• Different locations/cities focus on different frameworks when dealing with specific environmental concerns.

  • Social issue discovered to be the main factor that reduces MSW management sustainability.

The aforementioned challenges/suggestions were drawn from studies that dealt with the concept of solid waste. The term “solid waste” implies all the waste which excludes liquid residues and airborne emissions [46, 47]. Given the different location of landfills around the world and the corresponding geoclimatic and technological characteristics, we acknowledge that a MSW management pattern to follow does not exist. However, if similar conditions are met, policies can be replicated or used as benchmarks.

3. Novelty among park facilities

To perceive a product as new, an observer has to experience a certain level of change to his present knowledge. In that sense, radically new and incrementally new can be distinguished, where the first one involves a revolutionary change to present knowledge and the latter only a minor improvement or adjustment to present knowledge [48]. When there is a perceptible difference between the old and the new, the absolute threshold of newness occurs. For it to be evident, the initial stimulus must be stronger than the subsequent one [49]. Recognizing the extent to which novelty is incorporated within a service from the consumer point of view can assist parks owners, investors, or administration avoid unsound assumptions, especially in terms of how innovative the consumer perceives a product or a service and, based on that, makes his decision. It is important to point out that the newness and novelty arise from the observer or from products and services [50] that have to hold a new dimension relative to previous or other products/services, for example, a new roller coaster, a painted wall, or a new entrance gate.

In terms of atmospherics, the most commonly used model is Bitner’s servicescape model with three dimensions of physical surroundings: ambient conditions, space/function, and signs, symbols and artifacts [51]. However, in the case of leisure “built environments” like parks, being renewable and visible are the necessary components of physical surroundings [52]. Wakefield and Blodgett suggested five dimensions to assess the impact of physical components of the servicescape on consumer behavior in leisure environment (sport stadiums, recreation centers, and theaters). They are as follows: facility esthetics, spatial layout and placement, seating comfort, electronic equipment and display, and cleanliness. As suggested by the same authors, (theme) park managers may consider regular renewals of physical surroundings by adjusting the esthetic of the facility and layout and placement to intensify visitor perceptions of the quality of the physical surrounding.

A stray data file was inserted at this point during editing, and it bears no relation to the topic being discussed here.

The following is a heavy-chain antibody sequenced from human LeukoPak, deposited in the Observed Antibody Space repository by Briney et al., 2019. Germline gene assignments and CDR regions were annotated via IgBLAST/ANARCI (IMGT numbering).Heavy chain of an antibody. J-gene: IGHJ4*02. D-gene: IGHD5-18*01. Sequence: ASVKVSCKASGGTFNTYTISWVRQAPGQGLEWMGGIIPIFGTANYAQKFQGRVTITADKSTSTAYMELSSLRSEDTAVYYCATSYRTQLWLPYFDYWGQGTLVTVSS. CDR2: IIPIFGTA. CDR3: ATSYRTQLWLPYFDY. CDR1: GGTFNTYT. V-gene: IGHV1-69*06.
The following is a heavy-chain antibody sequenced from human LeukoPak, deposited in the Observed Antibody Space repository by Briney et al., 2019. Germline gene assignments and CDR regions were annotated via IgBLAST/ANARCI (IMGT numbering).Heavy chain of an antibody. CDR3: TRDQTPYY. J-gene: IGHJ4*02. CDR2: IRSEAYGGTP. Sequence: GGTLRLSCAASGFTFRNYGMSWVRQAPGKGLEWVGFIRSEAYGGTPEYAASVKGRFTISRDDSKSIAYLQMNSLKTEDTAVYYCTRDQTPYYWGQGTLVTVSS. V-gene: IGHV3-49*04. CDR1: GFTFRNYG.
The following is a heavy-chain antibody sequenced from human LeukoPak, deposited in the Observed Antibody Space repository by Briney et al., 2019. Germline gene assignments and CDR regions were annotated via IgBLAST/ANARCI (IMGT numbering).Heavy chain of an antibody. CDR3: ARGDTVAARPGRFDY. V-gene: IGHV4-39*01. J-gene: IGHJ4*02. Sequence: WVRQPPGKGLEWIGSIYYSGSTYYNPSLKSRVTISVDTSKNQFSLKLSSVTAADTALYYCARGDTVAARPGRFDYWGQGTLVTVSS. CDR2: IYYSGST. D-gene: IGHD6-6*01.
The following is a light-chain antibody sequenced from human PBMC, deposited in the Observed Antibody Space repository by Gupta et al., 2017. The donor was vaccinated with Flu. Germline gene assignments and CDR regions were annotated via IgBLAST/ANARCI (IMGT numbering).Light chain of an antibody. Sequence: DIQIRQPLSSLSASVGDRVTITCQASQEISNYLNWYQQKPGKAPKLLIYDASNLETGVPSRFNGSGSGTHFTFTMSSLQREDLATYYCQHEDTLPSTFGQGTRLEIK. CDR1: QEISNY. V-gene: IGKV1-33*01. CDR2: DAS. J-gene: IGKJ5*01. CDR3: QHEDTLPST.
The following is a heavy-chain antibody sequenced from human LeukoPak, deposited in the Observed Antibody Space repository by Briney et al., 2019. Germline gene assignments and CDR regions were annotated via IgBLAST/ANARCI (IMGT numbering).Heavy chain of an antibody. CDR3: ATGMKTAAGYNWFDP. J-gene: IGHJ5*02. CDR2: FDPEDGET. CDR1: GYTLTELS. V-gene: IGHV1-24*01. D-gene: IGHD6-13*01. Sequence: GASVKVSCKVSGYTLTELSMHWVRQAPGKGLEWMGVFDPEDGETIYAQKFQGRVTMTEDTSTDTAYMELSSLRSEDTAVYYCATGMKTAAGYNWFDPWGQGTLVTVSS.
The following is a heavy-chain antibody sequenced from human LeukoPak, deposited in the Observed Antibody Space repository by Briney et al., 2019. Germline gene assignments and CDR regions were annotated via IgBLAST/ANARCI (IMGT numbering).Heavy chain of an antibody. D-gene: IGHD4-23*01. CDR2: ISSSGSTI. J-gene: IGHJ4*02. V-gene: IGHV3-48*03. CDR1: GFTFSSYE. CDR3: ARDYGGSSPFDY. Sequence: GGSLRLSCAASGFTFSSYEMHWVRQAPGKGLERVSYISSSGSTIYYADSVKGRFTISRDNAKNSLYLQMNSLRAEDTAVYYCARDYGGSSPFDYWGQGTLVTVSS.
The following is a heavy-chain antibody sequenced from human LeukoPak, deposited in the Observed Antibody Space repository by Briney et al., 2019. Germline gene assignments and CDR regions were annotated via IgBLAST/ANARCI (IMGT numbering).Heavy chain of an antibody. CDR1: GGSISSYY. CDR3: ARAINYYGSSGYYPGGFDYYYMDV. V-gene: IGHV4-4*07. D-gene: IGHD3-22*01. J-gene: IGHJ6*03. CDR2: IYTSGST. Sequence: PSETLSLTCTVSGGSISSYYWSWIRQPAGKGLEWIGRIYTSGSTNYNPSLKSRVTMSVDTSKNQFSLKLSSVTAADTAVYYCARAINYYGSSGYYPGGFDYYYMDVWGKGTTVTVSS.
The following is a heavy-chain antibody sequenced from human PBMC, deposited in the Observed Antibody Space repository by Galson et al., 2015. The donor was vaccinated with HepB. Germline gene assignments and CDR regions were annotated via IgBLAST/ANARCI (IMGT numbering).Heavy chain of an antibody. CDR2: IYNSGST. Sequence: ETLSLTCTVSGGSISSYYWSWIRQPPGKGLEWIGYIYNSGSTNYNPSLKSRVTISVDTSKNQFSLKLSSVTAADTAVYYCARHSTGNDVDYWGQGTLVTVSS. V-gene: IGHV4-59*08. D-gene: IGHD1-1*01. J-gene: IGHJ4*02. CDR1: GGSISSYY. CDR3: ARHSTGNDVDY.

To describe visitor perceptions of park physical surroundings, researchers of consumption experiences commonly use the term “shopping values” [53], with utilitarian and hedonic perspectives [54]. If a service has a utilitarian value, it is essentially goal-oriented and functional, and the utilitarian value is determined when the consumption need is realized, which stimulated the shopping in the first place. Services with hedonic value, on the other hand, are more subjective and personal, experiential, and symbolic, and they arouse fun and excitement [55].

The consumer can positively and negatively react to the surroundings. When it comes to leisure service facilities, the consumer will experience greater satisfaction when the surrounding aspects (e.g., decoration and architecture) convey a higher esthetic sense. To measure the perception of the newness of physical surroundings for repeat visitors, the physical surroundings should be perceptible, have gone through renovation, and capable of renewal, and the novelty should be visible [23].